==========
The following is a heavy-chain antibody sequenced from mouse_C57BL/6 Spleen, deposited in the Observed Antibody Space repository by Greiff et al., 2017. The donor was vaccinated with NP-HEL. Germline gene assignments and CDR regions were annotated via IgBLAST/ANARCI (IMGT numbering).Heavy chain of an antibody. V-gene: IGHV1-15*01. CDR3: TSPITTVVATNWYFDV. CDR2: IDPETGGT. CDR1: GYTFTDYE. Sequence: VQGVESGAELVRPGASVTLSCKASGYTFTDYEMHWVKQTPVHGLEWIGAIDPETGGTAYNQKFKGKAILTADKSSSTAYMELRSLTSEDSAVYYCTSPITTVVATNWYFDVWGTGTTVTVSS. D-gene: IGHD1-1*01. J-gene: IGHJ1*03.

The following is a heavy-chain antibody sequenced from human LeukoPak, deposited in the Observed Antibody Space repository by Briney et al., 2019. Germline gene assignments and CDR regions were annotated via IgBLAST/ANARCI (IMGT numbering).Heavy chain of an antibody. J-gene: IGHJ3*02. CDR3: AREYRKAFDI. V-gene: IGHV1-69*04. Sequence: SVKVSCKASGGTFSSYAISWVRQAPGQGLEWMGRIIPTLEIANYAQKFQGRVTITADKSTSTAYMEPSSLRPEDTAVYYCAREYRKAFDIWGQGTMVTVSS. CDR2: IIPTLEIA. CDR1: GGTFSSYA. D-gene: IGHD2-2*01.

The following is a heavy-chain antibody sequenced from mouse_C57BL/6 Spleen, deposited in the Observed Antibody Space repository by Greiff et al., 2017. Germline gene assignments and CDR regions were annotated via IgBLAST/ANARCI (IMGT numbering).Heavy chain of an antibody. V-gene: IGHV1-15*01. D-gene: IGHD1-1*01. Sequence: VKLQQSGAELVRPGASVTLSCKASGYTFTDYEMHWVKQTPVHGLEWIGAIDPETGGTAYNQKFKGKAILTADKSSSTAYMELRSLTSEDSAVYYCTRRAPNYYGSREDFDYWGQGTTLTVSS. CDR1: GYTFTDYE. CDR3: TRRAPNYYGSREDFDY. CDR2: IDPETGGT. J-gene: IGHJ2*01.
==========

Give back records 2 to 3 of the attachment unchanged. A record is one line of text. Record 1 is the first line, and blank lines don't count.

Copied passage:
The following is a heavy-chain antibody sequenced from human LeukoPak, deposited in the Observed Antibody Space repository by Briney et al., 2019. Germline gene assignments and CDR regions were annotated via IgBLAST/ANARCI (IMGT numbering).Heavy chain of an antibody. J-gene: IGHJ3*02. CDR3: AREYRKAFDI. V-gene: IGHV1-69*04. Sequence: SVKVSCKASGGTFSSYAISWVRQAPGQGLEWMGRIIPTLEIANYAQKFQGRVTITADKSTSTAYMEPSSLRPEDTAVYYCAREYRKAFDIWGQGTMVTVSS. CDR2: IIPTLEIA. CDR1: GGTFSSYA. D-gene: IGHD2-2*01.

The following is a heavy-chain antibody sequenced from mouse_C57BL/6 Spleen, deposited in the Observed Antibody Space repository by Greiff et al., 2017. Germline gene assignments and CDR regions were annotated via IgBLAST/ANARCI (IMGT numbering).Heavy chain of an antibody. V-gene: IGHV1-15*01. D-gene: IGHD1-1*01. Sequence: VKLQQSGAELVRPGASVTLSCKASGYTFTDYEMHWVKQTPVHGLEWIGAIDPETGGTAYNQKFKGKAILTADKSSSTAYMELRSLTSEDSAVYYCTRRAPNYYGSREDFDYWGQGTTLTVSS. CDR1: GYTFTDYE. CDR3: TRRAPNYYGSREDFDY. CDR2: IDPETGGT. J-gene: IGHJ2*01.